8.1.3. 3) Passion → strong and barely controllable emotion.ex. Infatuation

8.2. a combination between the factors lead to 3 other subfactors

8.2.1. fatuous love → passion + commitment

8.2.2. companionate love → intimacy + commitment

8.2.3. romantic love → passion + intimacy

9. Attraction

9.1. 3 main Attraction factors

9.1.1. Similarity

9.1.2. Proximity

9.1.3. Familiarity

9.2. other factors that impact attraction

9.2.1. Competency

9.2.1.1. the pratfall effect → is the tendency for attractiveness to increase or decrease after an individual makes a mistake, depending on the individual's perceived ability to perform well in a general sense.

9.2.1.2. The Matthew Principle → “the rich get richer and the poor get poorer.”

9.2.2. Physical Attractiveness

9.2.2.1. Frizzy Wig Experiment

10. Theories of Motivation

10.1. 1) Evolutionary (emphasis on instincts and drive)

10.2. 2) Behaviourist (emphasis on extrinsic reward)

10.3. 3) Cognitive (emphasis on intrinsic thoughts)

10.4. 4) Humanistic (depends on where you are on Maslow’s hierarchy of needs).

11. Evolutionary Understanding of Motivation

11.1. This definition of motivation emphasizes an evolutionary theory of motivation.

11.2. Drive

11.2.1. an internal arousal condition that directs an organism to satisfy physiological needs.

11.3. Need

11.3.1. a state of physiological imbalance usually accompanied by arousal.

12. Evolutionary approach

12.1. Drive theory-

12.1.1. an explanation of behaviour that assumes that an organism is motivated to act because of a need to attain, re-establish balance, or maintain some goal that aids survival.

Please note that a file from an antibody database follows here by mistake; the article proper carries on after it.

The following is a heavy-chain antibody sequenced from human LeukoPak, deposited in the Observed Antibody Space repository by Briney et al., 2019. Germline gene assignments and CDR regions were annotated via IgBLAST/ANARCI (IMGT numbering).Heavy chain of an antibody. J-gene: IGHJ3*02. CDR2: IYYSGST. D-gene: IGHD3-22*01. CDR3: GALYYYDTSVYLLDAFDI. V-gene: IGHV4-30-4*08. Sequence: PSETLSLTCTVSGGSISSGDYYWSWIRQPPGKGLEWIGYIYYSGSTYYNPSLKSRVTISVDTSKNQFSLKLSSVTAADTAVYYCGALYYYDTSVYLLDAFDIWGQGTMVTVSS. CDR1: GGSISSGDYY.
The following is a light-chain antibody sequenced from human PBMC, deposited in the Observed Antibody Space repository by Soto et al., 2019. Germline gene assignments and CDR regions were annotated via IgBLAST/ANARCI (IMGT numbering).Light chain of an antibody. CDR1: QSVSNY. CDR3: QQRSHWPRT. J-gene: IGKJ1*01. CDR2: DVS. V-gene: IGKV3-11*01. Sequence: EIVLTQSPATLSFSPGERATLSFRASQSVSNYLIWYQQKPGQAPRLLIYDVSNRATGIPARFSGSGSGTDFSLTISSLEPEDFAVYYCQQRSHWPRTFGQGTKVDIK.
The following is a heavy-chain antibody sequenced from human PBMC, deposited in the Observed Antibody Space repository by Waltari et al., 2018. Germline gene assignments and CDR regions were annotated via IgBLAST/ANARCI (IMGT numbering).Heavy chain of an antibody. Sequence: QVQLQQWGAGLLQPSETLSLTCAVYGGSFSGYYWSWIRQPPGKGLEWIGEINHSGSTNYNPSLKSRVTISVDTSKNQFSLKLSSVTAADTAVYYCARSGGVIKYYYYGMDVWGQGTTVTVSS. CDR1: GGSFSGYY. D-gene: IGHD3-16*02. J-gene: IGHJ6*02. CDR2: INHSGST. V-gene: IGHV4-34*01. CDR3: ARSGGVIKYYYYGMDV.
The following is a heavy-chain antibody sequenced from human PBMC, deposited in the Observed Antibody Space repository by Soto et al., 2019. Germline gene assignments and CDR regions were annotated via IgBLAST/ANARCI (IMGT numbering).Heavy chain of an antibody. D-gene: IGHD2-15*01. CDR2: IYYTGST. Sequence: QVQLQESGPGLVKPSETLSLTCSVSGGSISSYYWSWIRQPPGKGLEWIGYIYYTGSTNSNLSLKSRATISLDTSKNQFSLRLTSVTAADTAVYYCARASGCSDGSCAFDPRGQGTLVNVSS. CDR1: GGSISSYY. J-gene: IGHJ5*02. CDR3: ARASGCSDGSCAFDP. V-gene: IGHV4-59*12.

12.1.2. A goal of homeostasis.

12.2. Homeostasis

12.2.1. a tendency to attempt to maintain a constant state of inner stability or balance.

13. Drive Theory

13.1. definition

13.1.1. When people face competing motives, they may experience conflict.

13.2. Conflict

13.2.1. the emotional state or condition that arises when a person must choose between two or more competing motives, behaviours, or impulses.

13.2.2. There are 3 types of conflicts:

13.2.2.1. approach-approach conflict

13.2.2.2. Avoidance-avoidance conflict

13.2.2.3. Approach-avoidance conflict

14. Conflicts

14.1. Approach-approach conflict

14.1.1. conflict that results from having to choose between two attractive alternatives.

14.1.1.1. Example: Choosing between two of your favourite meals at a restaurant.

14.2. Avoidance- avoidance conflict

14.2.1. conflict that results from having to choose between two distasteful alternatives.

14.2.1.1. Example: choosing to clean your car or room (assuming you don’t like to clean).

14.3. Approach-avoidance conflict

14.3.1. conflict that results when facing a single alternative that has both attractive and unappealing aspects.

14.3.1.1. Example: Going out with friends (+) will result in no time to study for a midterm (-).

15. Over Justification Effect

15.1. the decrease in likelihood that an intrinsically motivated task, after having been extrinsically rewarded, will be performed when the reward is no longer given.

15.2. when people receive extrinsic rewards for behaviours they find intrinsically interesting: They become less motivated to perform those behaviours.

16. Aspirations

16.1. a hope or ambition of achieving something.

16.2. Aspirations occur prior to the behaviour.

17. Flow

17.1. occurs when we have combination of a high level of of perceived skill and a high level of perceived challenge.

17.2. is the experience of becoming completely and pleasurably absorbed in an intrinsically motivated behaviour. Opposite of Apathy

17.3. Apathy (opposite of flow)

17.3.1. lack of interest, enthusiasm, or concern.

18. Yerkes Dobson Law

18.1. The law dictates that performance increases with physiological or mental arousal, but only up to a point.